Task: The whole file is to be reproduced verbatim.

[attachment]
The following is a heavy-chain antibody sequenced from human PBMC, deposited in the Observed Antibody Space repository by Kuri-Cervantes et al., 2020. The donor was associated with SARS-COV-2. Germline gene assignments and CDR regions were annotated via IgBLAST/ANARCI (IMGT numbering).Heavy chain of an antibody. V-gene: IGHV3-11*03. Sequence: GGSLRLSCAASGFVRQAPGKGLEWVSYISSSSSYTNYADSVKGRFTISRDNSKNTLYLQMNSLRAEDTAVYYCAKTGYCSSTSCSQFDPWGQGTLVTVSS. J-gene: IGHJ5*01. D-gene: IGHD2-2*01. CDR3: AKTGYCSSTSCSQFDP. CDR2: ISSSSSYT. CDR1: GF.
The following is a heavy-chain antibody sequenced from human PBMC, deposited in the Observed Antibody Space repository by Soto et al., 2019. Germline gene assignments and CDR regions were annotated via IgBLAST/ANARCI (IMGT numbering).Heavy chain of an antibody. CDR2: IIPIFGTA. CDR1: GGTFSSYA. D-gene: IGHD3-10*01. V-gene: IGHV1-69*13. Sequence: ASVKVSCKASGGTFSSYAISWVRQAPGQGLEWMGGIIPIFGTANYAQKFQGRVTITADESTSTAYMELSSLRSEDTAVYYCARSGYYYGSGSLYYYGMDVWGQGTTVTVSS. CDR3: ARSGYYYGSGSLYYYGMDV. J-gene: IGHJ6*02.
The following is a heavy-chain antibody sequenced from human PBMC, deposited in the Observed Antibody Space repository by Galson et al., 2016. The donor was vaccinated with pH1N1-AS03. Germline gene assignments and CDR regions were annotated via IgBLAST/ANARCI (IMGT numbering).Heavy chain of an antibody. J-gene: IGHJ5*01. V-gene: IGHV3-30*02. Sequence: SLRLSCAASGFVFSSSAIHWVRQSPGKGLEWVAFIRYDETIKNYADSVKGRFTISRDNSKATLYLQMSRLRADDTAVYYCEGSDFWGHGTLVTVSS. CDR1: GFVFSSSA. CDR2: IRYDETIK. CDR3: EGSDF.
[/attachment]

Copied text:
The following is a heavy-chain antibody sequenced from human PBMC, deposited in the Observed Antibody Space repository by Kuri-Cervantes et al., 2020. The donor was associated with SARS-COV-2. Germline gene assignments and CDR regions were annotated via IgBLAST/ANARCI (IMGT numbering).Heavy chain of an antibody. V-gene: IGHV3-11*03. Sequence: GGSLRLSCAASGFVRQAPGKGLEWVSYISSSSSYTNYADSVKGRFTISRDNSKNTLYLQMNSLRAEDTAVYYCAKTGYCSSTSCSQFDPWGQGTLVTVSS. J-gene: IGHJ5*01. D-gene: IGHD2-2*01. CDR3: AKTGYCSSTSCSQFDP. CDR2: ISSSSSYT. CDR1: GF.
The following is a heavy-chain antibody sequenced from human PBMC, deposited in the Observed Antibody Space repository by Soto et al., 2019. Germline gene assignments and CDR regions were annotated via IgBLAST/ANARCI (IMGT numbering).Heavy chain of an antibody. CDR2: IIPIFGTA. CDR1: GGTFSSYA. D-gene: IGHD3-10*01. V-gene: IGHV1-69*13. Sequence: ASVKVSCKASGGTFSSYAISWVRQAPGQGLEWMGGIIPIFGTANYAQKFQGRVTITADESTSTAYMELSSLRSEDTAVYYCARSGYYYGSGSLYYYGMDVWGQGTTVTVSS. CDR3: ARSGYYYGSGSLYYYGMDV. J-gene: IGHJ6*02.
The following is a heavy-chain antibody sequenced from human PBMC, deposited in the Observed Antibody Space repository by Galson et al., 2016. The donor was vaccinated with pH1N1-AS03. Germline gene assignments and CDR regions were annotated via IgBLAST/ANARCI (IMGT numbering).Heavy chain of an antibody. J-gene: IGHJ5*01. V-gene: IGHV3-30*02. Sequence: SLRLSCAASGFVFSSSAIHWVRQSPGKGLEWVAFIRYDETIKNYADSVKGRFTISRDNSKATLYLQMSRLRADDTAVYYCEGSDFWGHGTLVTVSS. CDR1: GFVFSSSA. CDR2: IRYDETIK. CDR3: EGSDF.